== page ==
Horse racing is the one sport in which none the problems and corruption come from the athletes. I'll Have Another will never be busted for smacking his girlfriend around, or bringing a gun to a club. Race horses are in most ways the purest athletes in the world. Whatever you have to say about his trainer and owner, as long as I'll Have Another continues to test clean, I'll keep cheering for him. I've fallen in love with this gutsy undersized colt.


What would a Triple Crown mean to me? If, for this 59 year old working a “bridge-job” to retirement after losing his career in the 2008 financial crisis, I'll Have Another can restore one tenth of the joy and wonder in the world that Secretariat gave to that 20 year old, it will mean a great deal indeed.


Jim Peters



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Older Comments about What Would a Triple Crown Win Mean: The Most Exciting Since Big Red...

Buckpasser, is right, kids, and adult kids alike,it will happen.
I am sad as so many are, but let me say this. I witnessed so many others fail for a variety of reasons before Secretariat. Tim Tam was a lock in my opinion, but he broke his leg in the stretch. Natve Dancer was a lock until Guerin gave him one of worst rides imaginable in the Derby. Others like Carry Back, Kaui King, Majestic Prine, Northern Dancer and Cannonero had injuries that were worsened by the Belmont and were retired. I was sad for all those losses, but when Secretariat won the Belmont the way he did, it was well worth waiting for. I know it has been along time, but TC winner will come
I also was there for Secretariat and remember crying when he won.. His move along the backstretch was earth shattering. I still cry every time I see him. His life was an awsome impact on all of us in the 70's.
Sadness beyond belief. "It could have been". One good thing: The sport is NOT dying. The crowd at the Kentucky Derby was a RECORD. I was personally at the Preakness, and I saw this magnificent horse explode in the stretch to clobber the hell out of Bodemeister. God bless I'll have another.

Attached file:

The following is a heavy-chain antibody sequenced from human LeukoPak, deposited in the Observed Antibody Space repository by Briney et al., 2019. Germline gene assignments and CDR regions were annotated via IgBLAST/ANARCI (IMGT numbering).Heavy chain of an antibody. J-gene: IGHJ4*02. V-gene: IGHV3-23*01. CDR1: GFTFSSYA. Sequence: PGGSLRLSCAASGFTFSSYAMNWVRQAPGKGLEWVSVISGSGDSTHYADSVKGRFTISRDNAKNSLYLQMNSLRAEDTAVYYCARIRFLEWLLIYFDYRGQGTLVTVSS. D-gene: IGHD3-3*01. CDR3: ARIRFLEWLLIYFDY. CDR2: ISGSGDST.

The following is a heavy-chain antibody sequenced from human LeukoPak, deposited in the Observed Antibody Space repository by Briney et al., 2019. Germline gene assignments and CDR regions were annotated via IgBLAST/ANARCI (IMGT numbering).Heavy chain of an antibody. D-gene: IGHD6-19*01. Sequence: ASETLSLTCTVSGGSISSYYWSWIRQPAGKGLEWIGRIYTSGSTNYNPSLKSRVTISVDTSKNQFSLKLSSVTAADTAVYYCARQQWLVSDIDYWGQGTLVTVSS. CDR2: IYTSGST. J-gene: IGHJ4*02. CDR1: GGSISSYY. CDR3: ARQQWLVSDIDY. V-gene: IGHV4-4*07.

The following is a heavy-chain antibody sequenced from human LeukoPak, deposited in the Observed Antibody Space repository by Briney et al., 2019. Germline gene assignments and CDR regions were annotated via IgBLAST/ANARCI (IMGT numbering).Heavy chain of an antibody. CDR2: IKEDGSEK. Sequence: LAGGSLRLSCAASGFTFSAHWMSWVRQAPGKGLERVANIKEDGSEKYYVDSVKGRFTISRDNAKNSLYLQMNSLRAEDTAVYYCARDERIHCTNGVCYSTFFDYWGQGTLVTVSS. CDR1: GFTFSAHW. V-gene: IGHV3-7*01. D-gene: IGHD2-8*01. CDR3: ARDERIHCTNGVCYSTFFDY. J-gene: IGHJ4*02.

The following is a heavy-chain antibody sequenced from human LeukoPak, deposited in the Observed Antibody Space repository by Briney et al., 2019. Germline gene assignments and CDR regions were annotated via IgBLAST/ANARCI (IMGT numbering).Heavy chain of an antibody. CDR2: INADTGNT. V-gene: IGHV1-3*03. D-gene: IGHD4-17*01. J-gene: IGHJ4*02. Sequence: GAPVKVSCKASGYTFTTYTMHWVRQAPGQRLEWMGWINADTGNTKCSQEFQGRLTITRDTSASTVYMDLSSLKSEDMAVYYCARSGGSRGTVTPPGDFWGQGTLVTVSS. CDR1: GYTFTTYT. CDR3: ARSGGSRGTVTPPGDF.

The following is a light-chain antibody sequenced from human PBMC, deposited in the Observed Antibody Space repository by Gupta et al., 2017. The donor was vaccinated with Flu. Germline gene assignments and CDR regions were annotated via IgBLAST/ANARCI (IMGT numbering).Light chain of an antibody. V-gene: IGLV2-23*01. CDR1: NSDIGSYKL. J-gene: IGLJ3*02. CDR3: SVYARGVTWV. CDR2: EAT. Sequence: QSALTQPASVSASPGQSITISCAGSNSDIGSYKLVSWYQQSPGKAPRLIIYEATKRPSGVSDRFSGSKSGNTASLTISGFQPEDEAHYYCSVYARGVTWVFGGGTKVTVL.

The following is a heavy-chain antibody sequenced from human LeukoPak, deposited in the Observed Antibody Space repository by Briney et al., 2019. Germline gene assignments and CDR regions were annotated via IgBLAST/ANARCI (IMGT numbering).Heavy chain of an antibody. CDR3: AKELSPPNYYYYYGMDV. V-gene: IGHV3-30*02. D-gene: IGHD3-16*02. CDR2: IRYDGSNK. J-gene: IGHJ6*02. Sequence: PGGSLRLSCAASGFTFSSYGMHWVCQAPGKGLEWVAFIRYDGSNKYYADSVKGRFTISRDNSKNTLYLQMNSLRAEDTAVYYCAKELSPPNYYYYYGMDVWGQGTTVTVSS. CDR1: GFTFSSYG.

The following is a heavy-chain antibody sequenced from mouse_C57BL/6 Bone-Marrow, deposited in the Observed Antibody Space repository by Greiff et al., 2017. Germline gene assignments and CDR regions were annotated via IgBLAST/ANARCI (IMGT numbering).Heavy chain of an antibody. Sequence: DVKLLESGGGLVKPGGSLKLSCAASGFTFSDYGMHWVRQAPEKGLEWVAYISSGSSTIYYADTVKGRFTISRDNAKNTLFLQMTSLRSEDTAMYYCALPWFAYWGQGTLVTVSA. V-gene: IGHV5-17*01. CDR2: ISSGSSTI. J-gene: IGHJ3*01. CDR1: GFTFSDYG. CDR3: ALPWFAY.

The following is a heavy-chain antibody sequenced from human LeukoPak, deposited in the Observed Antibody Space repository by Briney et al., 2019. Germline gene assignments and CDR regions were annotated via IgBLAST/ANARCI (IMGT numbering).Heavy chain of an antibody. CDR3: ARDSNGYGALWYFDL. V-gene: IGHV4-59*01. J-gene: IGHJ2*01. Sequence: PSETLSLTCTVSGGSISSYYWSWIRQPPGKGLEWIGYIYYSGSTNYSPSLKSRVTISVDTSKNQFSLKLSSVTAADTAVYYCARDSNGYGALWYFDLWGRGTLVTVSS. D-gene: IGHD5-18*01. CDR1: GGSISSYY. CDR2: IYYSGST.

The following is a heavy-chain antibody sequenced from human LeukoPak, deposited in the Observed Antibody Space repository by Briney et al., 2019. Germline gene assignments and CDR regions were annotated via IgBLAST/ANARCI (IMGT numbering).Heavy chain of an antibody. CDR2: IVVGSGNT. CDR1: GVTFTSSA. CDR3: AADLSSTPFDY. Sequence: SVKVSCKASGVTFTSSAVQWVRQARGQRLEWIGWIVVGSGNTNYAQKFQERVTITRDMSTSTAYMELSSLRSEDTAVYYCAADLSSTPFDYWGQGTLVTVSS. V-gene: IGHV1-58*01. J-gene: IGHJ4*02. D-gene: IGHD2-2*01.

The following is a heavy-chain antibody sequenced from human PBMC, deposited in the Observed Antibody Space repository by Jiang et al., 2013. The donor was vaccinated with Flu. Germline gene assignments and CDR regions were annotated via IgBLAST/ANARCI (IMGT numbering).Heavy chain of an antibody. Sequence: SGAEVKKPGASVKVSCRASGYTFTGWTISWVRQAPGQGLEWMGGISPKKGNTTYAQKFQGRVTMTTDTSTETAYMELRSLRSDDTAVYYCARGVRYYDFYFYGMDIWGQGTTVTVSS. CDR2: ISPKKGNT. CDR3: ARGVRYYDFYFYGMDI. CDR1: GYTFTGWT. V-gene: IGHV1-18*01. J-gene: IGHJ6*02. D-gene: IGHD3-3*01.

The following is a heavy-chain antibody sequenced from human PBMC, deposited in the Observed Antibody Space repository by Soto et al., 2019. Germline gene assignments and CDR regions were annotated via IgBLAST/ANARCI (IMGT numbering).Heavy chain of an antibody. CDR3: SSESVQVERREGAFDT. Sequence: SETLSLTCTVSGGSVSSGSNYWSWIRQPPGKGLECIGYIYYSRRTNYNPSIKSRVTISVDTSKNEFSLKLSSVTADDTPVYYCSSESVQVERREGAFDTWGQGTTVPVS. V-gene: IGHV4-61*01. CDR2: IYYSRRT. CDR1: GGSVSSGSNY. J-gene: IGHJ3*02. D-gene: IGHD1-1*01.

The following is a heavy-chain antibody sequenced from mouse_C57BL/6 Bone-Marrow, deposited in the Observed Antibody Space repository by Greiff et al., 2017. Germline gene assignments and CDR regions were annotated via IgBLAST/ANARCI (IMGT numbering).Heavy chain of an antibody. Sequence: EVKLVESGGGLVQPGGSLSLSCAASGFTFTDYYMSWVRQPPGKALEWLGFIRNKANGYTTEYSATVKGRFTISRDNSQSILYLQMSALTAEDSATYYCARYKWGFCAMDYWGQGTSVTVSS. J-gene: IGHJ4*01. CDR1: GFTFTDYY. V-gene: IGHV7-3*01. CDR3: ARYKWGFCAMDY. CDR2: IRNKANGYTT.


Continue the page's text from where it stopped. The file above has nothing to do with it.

Thanks for writing this Jim. Having not been alive since the last triple crown winner, I can only hope that getting to see I'll Have Another will have as much impact on me as Big Red did for you.
  • Dogwoodtree · After Secretariat's TC win, I stopped looking and never saw Affirmed or anyone else. NOTHING could ever match or top Secretariat's dazzling Belmont. And nothing has... · 1964 days ago
SilverRuffian. I had not seen your post when I hit the enter button. We are evidently kindred spirits when it comes to the Sport of Kings. The fact that you use Ruffian in your tag says alot. Now there was a filly--and a great deal of heartache.
I darn near genuflect when I hear the name Secretariat. And the chills run nonstop when recall his Triple Crown races. I distinctlt recall saying aloud in '73--to no one in particular--"My God, there's not another horse on the [TV] screen!" And the shot was not a close-up. Amazing stuff it was. I am sorry, though, that I can't get with the I'll Have Another crowd. And as for excitement since '73, did you miss Affirmed v. Alydar?
Watching Secretariat win his triple crown still sends chills down my spine after all these years. I also saw Seattle Slew and Affirmed win theirs. The last time I felt any joy or wonder watching horse racing was when Rachel Alexandra and Zenyatta raced. Maybe I'll find that again on Saturday, or maybe not.
My roots in racing run deep to Secretariat, also.